“…As a result of my long and desperate struggles with thirst, I succeeded in achieving freedom from it. In this furnace of a cell, I had two jail-made coarse rugs as an apology for a bedding…. When heat would be unbearable, I would roll on the ground to cool my body, and felt relieved. I realised, then, how very pleasant is the touch of the mother earth. But in a jail even this touch was not very soft…. Whenever there was a thunderstorm, my cage would be flooded after the bacchanal of high winds laden with swirling dirt, dry leaves and straw. I could not, then, help escaping into a corner with my damp rugs and take shelter there for the night….

“…It is true that the causes of hardship, which I have pointed out, were there, but thanks to the kindly grace of the Divine, it was not for long that I suffered from them…. For, after a short while, I got beyond the sense of hardship and discomfort and became immune to suffering. That is why when the memory of my jail-life recurs to my mind, it occasions a smile rather than anger or grief….

“…I learnt the remarkable lesson of love in my solitary imprisonment at Alipore. Before I had gone there, my personal love even for men was confined within a very narrow circle, and the dammed up tide of my love for birds and beasts had hardly ever had a chance to flow out freely. I remember that in a poem written by Rabindranath the profound love of a village boy for buffalo is very beautifully depicted. At the first reading, I could not at all appreciate it; I found in it faults of exaggeration and unnaturalness in the portrayal of the feeling. If I read it again now, I should regard it with different eyes. At Alipore I realised what a deep love for all creatures might dwell in a human heart and how, at the sight of cows, birds, and even ants, it might thrill with a sudden burst of keen delight!…

“…For some days in this solitary imprisonment I had to go without books or such other things which are the usual means of beguiling one’s time. Afterwards, Mr. Emerson came and gave me permission to obtain my clothes and books from home…. I requested my respected maternal uncle, the famous editor of the Sanjivani, to send my clothes and some books including the Gita and’ the Upanishad. I received the two books (the Gita and the Upanishad) in three or four days. Meanwhile I had ample opportunity to realise the crucial significance of solitary confinement. I realised why even a sound and well-poised intelligence soon goes to pieces and tumbles into lunacy in such an imprisonment, and I realised, too, how, in this very condition one finds a rare opportunity for experiencing God’s infinite grace and attaining union with Him…. God, who is All-Good, turns even evil into supreme good. The third purpose[3] (for which he took me to Alipore jail) was to teach me that my personal efforts would avail nothing in my Yoga, that faith and total self-surrender alone were the means of attaining spiritual perfection, and that the only object of my aspiration for union (Yoga) was to use for His work whatever power, perfection or divine bliss (Ananda) He would vouchsafe to me in His grace. From that day onward the thick darkness of ignorance began to thin, and from that day on I have been realising the infinite goodness of the All-Good God in all my observation of the happenings of the world. Nothing happens — whether it is something momentous or the most insignificant — but contributes to some good. Often He serves several purposes through a single act. Many a time we see the play of a blind force in the world and, denying God’s omniscience, find fault with His divine Intelligence on the assumption that waste is the rule of Nature. But that is a groundless complaint. The Divine Force never works blindly, and there cannot be one jot or tittle of waste in Her dispensation; rather, it passes human understanding with what supreme control and little expenditure She produces plentiful results….”[4]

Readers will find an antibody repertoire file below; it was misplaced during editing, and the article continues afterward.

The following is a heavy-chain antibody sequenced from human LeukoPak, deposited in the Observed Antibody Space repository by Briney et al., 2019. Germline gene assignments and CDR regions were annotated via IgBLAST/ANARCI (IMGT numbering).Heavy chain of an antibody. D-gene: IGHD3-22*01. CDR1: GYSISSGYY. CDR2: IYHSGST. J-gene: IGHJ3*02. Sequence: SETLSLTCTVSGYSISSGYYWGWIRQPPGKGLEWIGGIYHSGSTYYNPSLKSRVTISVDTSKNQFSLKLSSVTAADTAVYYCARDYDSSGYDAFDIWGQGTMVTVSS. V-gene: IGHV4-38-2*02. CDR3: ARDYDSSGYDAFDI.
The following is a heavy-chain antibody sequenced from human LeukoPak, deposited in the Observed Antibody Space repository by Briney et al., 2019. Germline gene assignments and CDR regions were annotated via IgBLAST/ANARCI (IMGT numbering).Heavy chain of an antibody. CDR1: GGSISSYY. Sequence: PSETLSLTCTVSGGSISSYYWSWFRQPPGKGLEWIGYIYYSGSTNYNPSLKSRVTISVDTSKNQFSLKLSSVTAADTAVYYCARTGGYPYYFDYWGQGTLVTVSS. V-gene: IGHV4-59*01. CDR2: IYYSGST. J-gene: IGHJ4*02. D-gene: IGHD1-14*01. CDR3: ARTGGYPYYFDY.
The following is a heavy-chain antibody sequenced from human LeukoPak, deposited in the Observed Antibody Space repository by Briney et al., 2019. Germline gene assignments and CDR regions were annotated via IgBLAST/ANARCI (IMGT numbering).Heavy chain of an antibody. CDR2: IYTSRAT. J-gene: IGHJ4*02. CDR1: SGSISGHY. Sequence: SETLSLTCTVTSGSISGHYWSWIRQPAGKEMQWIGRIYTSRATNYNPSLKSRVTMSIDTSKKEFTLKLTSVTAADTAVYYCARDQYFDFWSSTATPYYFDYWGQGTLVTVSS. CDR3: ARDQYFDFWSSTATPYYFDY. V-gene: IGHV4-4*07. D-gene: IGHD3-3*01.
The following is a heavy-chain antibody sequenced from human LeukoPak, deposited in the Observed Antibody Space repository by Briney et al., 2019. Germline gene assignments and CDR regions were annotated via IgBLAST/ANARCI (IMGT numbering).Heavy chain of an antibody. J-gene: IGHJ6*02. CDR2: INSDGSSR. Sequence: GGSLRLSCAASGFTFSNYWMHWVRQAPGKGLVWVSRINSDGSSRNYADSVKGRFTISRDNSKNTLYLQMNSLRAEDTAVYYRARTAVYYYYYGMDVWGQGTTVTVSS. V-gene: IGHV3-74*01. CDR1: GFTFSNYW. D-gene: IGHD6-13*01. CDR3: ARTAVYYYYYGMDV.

[1] “This non-violence, therefore, seems to me to be due mainly to our helplessness. It almost appears as if we are nursing in our bosoms the desire to take revenge the first time we get the opportunity. Can true, voluntary non-violence come out of this seeming, forced non-violence of the weak? Is it not a futile experiment I am conducting? What if, when the fury burst, not a man, woman or child is safe and every man’s hand is raised against his neighbour?” — Mahatma Gandhi (quoted in “A Bend in the Ganges” by Manohar Malgonkar)

[2] A long piece of cloth worn round the loins by males.

[3] He has also written about the first two purposes; but we omit them for want of space.

[4] A free English rendering of some sentences culled almost at random from Sri Aurobindo’s Bengali book, Kara Kahini (The Story of My Prison-Life), which has long been out of print.